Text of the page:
The classic comic directed by the author opens the eyes of the world to the human story of modern Iran.
The original comic had a style of its own with minimalistic drawings in a monochrome blue and the movie made from it is faithful to the original text and acted to perfection. Following in the footsteps of Maus and the works of Joe Sacco, Persepolis demonstrates that the comic/animation medium has a unique role in storytelling.
Persepolis is the autobiography of Marjane Satrapi who recounts her childhood growing up in Iran. As a child she’s vaguely aware of the oppression of the Shah in the 70’s and barely comes of age before the Revolution sees the Islamic regime take control of Iran. The film takes us through the war with Iraq, the fear of the secret police and the mixed attitudes of her family and friends as the world around them shifts so dramatically.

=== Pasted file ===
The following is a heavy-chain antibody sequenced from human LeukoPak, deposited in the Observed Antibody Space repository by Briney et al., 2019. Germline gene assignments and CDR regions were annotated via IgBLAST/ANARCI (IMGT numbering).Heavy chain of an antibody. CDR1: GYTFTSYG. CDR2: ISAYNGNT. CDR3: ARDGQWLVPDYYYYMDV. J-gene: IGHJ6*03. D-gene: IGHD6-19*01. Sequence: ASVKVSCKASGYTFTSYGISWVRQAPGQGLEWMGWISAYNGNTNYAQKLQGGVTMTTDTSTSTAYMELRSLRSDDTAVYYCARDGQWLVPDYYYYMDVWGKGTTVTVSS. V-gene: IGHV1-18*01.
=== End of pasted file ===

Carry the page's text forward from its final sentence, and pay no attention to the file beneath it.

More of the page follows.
Iran has a turbulent and scarred recent history and Persepolis helps us understand how power came to the Mullahs and just what that meant for the Iranians. But the film is also the story of a young woman growing up and looking for her identity in changing times. She gets permission to leave and study in Austria and once the local punks there hear she lived through a revolution and a war she acquires a ‘cool’ of her own. It’s perhaps in these moments that the animated format achieves what a normal film couldn’t as the two dimensions of the drawn characters demonstrate just how limited most points of view are.
Or maybe not but in any case there’s a flexibility to animated comics that allows the mood to shift from the sombre to the surreal to the comic in the space of a few frames. It would be like if you tried to tell the story of your childhood with sock puppets.
Persepolis is funny, touching, enlightening and profoundly human. Buy the comic, download the movie.